Milking the Truth

I’ve always enjoyed “float” fizzy drinks since I was a child. If you don’t know what a “float” drink is, it’s a dark-coloured fizzy drink, usually root beer or coke, topped with some vanilla ice cream. The ice cream floats on top of the drink – thereby lending to the term “float”!

Refreshing Root Beer Float with Vanilla Ice Cream Image source

I also noticed that, if left for some time, the ice cream melts and gives the coke/root beer a kind of milky colour and texture, as seen in the picture above. The root beer has turned from black to brown. I like to compare it to adding milk to black coffee to make… well, milk coffee. Adding milk to coffee dampens its bitterness and gives a creamy finish to the taste, and so does root beer float! So a couple of years ago, I tried adding milk to coke…


Believe it or not, people are actually taking this quite seriously, and it’s startlingly interesting. This research paper is a laboratory study to determine whether adding milk to fizzy drinks can lessen the erosive potential of said fizzy drinks.

Now, for some background, fizzy drinks are VERY BAD for your teeth. They’re like the agents of destruction made with the very purpose of attacking your teeth. They are high in sugar, which leads to tooth decay. But hey, you say, what about stuff like Diet Coke? No sugar, should be good, right? Fizzy drinks in general contain phosphoric acid and citric acid, which can lead to tooth erosion. The acid demineralises tooth substance during an acid attack, so high intake of fizzy drinks will lead to worn down, ugly teeth.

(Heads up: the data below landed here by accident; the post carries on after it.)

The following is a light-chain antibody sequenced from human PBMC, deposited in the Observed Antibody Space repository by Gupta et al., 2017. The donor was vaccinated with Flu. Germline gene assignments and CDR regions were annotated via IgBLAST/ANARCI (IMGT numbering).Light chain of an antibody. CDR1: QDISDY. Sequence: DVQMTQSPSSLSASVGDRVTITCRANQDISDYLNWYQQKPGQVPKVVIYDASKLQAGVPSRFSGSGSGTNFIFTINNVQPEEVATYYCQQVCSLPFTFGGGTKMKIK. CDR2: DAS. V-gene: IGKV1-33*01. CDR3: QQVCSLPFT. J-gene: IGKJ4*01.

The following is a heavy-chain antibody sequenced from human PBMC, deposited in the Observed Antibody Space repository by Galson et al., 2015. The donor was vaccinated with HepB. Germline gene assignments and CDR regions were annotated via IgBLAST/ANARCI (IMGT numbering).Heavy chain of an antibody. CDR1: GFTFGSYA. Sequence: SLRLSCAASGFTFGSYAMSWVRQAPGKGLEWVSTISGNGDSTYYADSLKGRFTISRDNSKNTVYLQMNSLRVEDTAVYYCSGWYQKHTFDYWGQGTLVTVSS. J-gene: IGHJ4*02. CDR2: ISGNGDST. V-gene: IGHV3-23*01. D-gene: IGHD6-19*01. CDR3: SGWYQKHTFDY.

According to this paper, the researchers thought that raising the drink’s calcium content by mixing it with milk could lessen the capacity for the fizzy drinks to cause erosion by suppressing demineralisation of tooth enamel.


For each drink they used 25 ml of drink with 6.25 ml UHT milk.

The pH and titratable acidity (amount of alkali required to neutralise acid, low titratable acidity means less alkali required i.e. less acidic – usually a more relevant way to measure acidity than pH) were measured.

In addition, the effects of a 60 min exposure to the drinks (+milk) upon the surface microhardness of human molar tooth substance were determined.


The researchers concluded that the addition of milk to fizzy drinks reduced their capacity to bring about erosion. Milk significantly increases their pH and decreases their titratable acidity.

They also found that adding milk lessens the reduction in surface microhardness of tooth substance following exposure to the fizzies.


We critically appraised this paper in one of our classes on Evidence-based Dentistry. So naturally I have some thoughts on this because it was taught in our course.

First of all, a lab study on pieces on teeth immersed in fizzy drinks in a test tube cannot be extrapolated to the general human oral environment. Acidic drinks tend to make you produce more saliva, which help buffer against said acids. Milk in acidic drinks may result in a reduced salivary flow so we cannot properly determine if it works in real life! Further studies need to be conducted outside the lab on human subjects in a clinical trial.